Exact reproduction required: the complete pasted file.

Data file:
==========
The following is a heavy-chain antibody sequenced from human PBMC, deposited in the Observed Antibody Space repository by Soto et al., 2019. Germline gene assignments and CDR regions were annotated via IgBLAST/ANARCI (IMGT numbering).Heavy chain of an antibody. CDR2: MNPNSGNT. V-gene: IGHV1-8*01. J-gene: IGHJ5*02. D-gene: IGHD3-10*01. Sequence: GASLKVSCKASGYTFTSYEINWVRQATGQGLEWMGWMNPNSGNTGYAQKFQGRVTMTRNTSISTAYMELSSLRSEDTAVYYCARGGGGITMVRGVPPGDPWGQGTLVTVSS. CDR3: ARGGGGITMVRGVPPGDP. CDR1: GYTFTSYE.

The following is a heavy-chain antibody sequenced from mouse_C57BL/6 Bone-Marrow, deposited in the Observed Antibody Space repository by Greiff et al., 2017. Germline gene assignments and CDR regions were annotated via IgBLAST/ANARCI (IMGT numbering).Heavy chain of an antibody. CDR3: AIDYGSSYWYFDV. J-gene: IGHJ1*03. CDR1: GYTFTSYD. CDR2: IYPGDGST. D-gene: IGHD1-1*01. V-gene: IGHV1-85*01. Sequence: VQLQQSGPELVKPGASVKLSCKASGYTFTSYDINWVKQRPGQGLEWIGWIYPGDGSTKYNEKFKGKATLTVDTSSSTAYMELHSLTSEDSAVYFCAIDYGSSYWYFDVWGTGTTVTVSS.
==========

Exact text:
The following is a heavy-chain antibody sequenced from human PBMC, deposited in the Observed Antibody Space repository by Soto et al., 2019. Germline gene assignments and CDR regions were annotated via IgBLAST/ANARCI (IMGT numbering).Heavy chain of an antibody. CDR2: MNPNSGNT. V-gene: IGHV1-8*01. J-gene: IGHJ5*02. D-gene: IGHD3-10*01. Sequence: GASLKVSCKASGYTFTSYEINWVRQATGQGLEWMGWMNPNSGNTGYAQKFQGRVTMTRNTSISTAYMELSSLRSEDTAVYYCARGGGGITMVRGVPPGDPWGQGTLVTVSS. CDR3: ARGGGGITMVRGVPPGDP. CDR1: GYTFTSYE.

The following is a heavy-chain antibody sequenced from mouse_C57BL/6 Bone-Marrow, deposited in the Observed Antibody Space repository by Greiff et al., 2017. Germline gene assignments and CDR regions were annotated via IgBLAST/ANARCI (IMGT numbering).Heavy chain of an antibody. CDR3: AIDYGSSYWYFDV. J-gene: IGHJ1*03. CDR1: GYTFTSYD. CDR2: IYPGDGST. D-gene: IGHD1-1*01. V-gene: IGHV1-85*01. Sequence: VQLQQSGPELVKPGASVKLSCKASGYTFTSYDINWVKQRPGQGLEWIGWIYPGDGSTKYNEKFKGKATLTVDTSSSTAYMELHSLTSEDSAVYFCAIDYGSSYWYFDVWGTGTTVTVSS.